Once focused on a career in chemistry, Janice Glowski took an extreme turn after graduation and subsequent service in the Peace Corps, thanks to a few courses in religious studies and encouraging professors at Wittenberg.
“My chemistry adviser, Dave Finster, besides being an excellent teacher, opened the door to exploring others cultures,” Glowski said. “He helped me get the permissions necessary to study abroad. To my knowledge, this wasn’t the usual practice for chemistry majors at the time. In fact, I think I may have been the first chemistry major they let study abroad, but I’m not certain.”
Now a foremost scholar in Asian art history, having received or participated in numerous research grants from the National Endowment for the Humanities and the Mellon Foundation, among others, Glowski has dedicated her life to exploring cultures, religions and artistic traditions.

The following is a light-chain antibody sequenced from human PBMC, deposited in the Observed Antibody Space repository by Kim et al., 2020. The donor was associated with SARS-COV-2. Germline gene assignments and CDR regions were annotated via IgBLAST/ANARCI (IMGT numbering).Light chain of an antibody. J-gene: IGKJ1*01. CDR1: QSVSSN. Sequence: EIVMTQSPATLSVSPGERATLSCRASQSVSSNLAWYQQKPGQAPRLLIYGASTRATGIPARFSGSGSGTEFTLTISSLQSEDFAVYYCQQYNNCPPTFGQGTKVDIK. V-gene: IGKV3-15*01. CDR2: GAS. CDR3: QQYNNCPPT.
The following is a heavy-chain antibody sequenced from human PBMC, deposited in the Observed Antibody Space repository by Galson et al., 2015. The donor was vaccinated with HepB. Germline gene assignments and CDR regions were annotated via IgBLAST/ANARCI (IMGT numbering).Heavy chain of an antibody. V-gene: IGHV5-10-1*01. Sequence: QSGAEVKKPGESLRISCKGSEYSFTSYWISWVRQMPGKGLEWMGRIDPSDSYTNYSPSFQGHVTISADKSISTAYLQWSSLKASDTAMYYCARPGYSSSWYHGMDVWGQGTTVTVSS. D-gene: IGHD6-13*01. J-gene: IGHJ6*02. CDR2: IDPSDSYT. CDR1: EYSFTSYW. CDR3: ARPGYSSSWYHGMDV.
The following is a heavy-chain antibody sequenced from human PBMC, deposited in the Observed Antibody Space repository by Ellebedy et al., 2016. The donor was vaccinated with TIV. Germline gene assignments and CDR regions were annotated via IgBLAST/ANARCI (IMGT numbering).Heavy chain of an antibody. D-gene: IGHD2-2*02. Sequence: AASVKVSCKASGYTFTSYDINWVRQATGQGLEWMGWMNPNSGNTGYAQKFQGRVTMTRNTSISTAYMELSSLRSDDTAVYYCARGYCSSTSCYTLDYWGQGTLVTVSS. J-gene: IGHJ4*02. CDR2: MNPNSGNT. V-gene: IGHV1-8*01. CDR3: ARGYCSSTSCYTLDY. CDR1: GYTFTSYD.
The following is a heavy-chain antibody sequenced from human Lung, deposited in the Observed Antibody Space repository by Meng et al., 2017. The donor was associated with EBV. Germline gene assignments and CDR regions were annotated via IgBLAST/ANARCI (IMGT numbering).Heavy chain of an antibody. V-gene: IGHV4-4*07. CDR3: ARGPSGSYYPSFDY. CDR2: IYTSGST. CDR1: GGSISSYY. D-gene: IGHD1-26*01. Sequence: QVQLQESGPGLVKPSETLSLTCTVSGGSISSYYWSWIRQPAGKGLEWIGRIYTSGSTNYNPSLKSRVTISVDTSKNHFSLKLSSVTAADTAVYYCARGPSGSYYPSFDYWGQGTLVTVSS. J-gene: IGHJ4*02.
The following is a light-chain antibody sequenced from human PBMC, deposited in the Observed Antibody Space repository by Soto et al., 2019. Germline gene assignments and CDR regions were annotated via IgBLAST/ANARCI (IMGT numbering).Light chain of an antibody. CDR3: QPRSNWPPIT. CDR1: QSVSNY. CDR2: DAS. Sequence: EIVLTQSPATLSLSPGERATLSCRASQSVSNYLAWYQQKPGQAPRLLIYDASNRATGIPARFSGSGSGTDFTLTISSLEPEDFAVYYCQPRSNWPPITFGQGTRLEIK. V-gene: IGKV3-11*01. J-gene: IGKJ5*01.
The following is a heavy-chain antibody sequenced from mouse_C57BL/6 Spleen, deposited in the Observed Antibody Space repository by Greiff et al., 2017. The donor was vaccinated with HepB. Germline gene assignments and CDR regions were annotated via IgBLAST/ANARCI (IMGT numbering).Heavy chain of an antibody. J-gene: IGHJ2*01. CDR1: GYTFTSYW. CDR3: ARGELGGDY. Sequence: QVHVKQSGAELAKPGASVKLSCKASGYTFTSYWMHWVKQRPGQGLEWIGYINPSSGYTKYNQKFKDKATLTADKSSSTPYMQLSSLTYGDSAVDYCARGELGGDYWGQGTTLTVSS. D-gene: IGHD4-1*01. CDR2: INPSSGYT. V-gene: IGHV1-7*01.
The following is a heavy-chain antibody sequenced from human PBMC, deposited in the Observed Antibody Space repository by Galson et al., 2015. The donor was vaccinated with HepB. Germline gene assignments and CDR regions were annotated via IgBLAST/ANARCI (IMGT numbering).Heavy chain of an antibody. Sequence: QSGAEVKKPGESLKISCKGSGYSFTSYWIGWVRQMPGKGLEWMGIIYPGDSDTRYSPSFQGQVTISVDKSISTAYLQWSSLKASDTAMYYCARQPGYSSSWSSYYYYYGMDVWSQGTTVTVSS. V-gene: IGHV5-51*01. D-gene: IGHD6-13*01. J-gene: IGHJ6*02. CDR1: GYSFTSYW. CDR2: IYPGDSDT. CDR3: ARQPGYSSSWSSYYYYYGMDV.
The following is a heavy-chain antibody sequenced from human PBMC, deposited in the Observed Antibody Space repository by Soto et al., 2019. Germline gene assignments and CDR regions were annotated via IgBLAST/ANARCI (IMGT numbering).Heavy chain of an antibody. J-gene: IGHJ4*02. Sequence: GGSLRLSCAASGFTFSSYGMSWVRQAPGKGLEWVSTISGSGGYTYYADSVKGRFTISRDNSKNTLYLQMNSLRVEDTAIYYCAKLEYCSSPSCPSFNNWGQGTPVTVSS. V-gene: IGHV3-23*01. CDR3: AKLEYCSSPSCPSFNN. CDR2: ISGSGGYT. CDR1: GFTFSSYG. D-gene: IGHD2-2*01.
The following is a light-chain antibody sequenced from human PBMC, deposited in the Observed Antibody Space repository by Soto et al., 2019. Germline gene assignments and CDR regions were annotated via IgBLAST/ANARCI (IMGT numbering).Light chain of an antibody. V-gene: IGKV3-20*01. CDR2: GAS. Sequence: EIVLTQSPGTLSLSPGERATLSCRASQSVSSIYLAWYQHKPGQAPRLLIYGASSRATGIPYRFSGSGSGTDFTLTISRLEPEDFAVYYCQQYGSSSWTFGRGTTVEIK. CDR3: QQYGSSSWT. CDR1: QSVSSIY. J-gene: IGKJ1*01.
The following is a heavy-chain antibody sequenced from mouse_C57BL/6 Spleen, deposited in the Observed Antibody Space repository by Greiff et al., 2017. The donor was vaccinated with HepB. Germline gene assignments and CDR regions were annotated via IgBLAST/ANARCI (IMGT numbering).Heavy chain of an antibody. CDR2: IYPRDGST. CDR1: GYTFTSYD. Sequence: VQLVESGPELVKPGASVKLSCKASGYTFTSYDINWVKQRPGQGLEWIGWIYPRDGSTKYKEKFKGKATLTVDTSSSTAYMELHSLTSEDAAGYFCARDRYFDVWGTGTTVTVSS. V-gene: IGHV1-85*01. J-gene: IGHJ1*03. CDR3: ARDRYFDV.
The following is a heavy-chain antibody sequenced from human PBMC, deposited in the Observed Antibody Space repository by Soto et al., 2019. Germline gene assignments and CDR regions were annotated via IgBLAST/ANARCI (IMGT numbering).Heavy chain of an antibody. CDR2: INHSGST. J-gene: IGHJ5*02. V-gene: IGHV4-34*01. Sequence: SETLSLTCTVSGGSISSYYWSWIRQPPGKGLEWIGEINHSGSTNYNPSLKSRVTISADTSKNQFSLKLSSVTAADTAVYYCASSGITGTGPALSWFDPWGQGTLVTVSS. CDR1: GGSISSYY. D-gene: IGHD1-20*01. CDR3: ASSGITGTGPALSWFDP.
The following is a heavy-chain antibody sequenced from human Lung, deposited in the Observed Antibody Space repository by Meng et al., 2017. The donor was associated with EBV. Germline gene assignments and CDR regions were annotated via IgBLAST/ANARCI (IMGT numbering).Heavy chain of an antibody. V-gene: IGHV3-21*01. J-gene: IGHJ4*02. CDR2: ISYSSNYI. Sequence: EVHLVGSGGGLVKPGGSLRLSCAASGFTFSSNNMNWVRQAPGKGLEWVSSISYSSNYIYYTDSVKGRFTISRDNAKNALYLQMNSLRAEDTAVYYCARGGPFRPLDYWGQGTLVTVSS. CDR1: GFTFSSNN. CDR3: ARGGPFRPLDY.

“Just when I think I’ve got a handle on some aspect of history, art, religion or culture, I realize how much I don’t know, and how much more there is to learn,” she explained.
Currently an award-winning independent scholar following 12 years at The Ohio State University, where she earned her Ph.D. in Asian Art history and served as curator of the John C. and Susan L. Huntington photographic archives of Buddhist and related art, Glowski has traveled the world throughout her career. A few years ago, Glowski accompanied a team to Nepal to photograph the Buddhist archeological and artistic remains of the Katmandu Valley, and she is now the curator of a traveling exhibit on one of the first artists in the world to use computers to create art, Charles A. Csuri.
“Asian art is incredible, in and of itself,” said Glowski, who also credits Wittenberg professors Eugene Swanger, Anne Terry and the late Herbert Wolfe, for inspiring her to choose this path.
“It’s vast and deep and so diverse that I think there is something for everyone to appreciate."'